one or two bobbins are just not enough!

If you have been having problems with smooth feeding of
the yarn to the needles, a properly wound wooden
bobbin* is (IMHO) the best alternative to buying an
electric cone winder and cardboard cones.  AND it was
the authentic method in use during the earlier time that the
sock machines were sold.

So I have contracted with a woodturning friend to make
new ones!  The latest batch is made from cherry, walnut,
and two kinds of mahogany.  The bases are made from
cherry.  At right are sample bobbins.  Aren't they pretty?!?

There are two types of bobbins:  One type has holes
drilled to fit the common winders of most machines
(approximately 3/8 inch), and the other is for Gearharts
and others with holes of approximately 3/16 inch.

Please ask any questions you may have or order through
the 'Contact Me' page, and I will get back to you with the
total price.  The bobbins I send you will be a random
selection of the woods used, and the next batch of woods
may be totally different. As with everything else, prices
will probably increase with each new batch.

*Scroll down the page for instructions on winding a

Contact me for availability.
Wooden Bobbins
Current Prices for Bobbins (as of 07/2008)
One bobbin                                                                                                               $ 14.00 + shipping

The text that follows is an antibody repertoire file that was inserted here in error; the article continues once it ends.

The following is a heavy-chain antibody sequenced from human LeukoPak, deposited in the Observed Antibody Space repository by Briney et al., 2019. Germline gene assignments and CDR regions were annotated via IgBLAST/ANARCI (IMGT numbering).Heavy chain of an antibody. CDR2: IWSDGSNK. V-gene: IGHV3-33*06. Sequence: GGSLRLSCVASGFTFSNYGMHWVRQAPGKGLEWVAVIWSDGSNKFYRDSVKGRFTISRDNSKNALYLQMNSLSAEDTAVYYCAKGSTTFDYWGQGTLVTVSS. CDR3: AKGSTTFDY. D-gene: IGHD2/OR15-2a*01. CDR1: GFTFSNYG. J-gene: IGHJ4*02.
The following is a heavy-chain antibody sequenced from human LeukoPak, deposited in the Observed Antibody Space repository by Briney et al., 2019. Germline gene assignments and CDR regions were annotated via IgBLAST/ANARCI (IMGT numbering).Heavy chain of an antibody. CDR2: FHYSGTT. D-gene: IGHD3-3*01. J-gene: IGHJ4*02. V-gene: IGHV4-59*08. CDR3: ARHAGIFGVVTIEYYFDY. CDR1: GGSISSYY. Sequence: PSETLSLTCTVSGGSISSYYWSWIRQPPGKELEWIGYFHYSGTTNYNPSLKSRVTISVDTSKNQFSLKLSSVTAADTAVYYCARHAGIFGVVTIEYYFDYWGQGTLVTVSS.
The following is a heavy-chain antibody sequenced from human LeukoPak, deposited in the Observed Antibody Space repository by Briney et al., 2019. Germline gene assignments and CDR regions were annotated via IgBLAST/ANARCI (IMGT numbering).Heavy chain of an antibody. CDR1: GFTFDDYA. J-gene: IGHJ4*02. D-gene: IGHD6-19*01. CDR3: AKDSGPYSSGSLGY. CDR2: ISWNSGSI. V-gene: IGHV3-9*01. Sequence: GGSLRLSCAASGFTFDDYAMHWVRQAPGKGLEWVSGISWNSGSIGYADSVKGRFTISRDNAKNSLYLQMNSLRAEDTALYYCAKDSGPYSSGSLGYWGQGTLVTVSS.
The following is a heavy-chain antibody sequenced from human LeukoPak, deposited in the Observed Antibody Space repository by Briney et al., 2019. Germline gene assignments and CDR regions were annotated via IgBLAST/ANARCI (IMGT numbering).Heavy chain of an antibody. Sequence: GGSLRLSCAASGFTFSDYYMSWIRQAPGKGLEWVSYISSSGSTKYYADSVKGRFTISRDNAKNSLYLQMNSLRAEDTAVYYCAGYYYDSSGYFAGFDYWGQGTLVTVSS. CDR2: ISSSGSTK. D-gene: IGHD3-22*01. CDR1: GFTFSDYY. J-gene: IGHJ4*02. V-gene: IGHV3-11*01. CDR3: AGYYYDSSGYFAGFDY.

Order four or more at $13.00 each, for a $1.00 saving per bobbin                

Shipping within the US will be USPS Priority, and will be calculated according to your location
(domestic or foreign).   There are no shipping/handling fees.                     
The two photos below are of a typical antique
winder that came with many of the old machines.
The photos below are of a Gearhart winder.  Note
the smaller spindle.
Example of a properly wound wooden bobbin.
convenient for you to wind the yarn.  I like mine on the right side with the spindle facing left.  That
way I can sit right in front of it, holding the yarn with my left hand and cranking with my right.  If your
bobbin tends to slip and fall off, put a strip of rubber shelf liner (one will be included in your bobbin
order) over the spindle of your winder  to hold it in place.  Push the bobbin over the spindle.  Start
winding, keeping a bit of tension on the yarn.  Two important things:  (1) keep winding most of the
yarn toward the base of the bobbin*; and (2) make sure you have at least 2 inches of bobbin
showing above the top of your wound yarn**.  Once you have your "a ha!" about it, it's really easy
and not as complicated as it might sound.  If you have access to any sock machine people in your
area, ask them to show you how to do it (if they use their winders).

*You should wind up with a conical shape in your wound yarn.  You want to avoid a bulge in the
good bit at the bottom, and go up and back several times, then wind a good bit at the bottom, etc.

**If you let your yarn wind too far up, it could come off at the top and become a real mess.  You
would probably have to cut your yarn and wind the yarn from your bobbin into a ball and start all
over.  You also want to make sure that when your yarn is winding toward the top limit (you might
want to mark it on one of your bobbins until you get used to it), you don't allow your tension to relax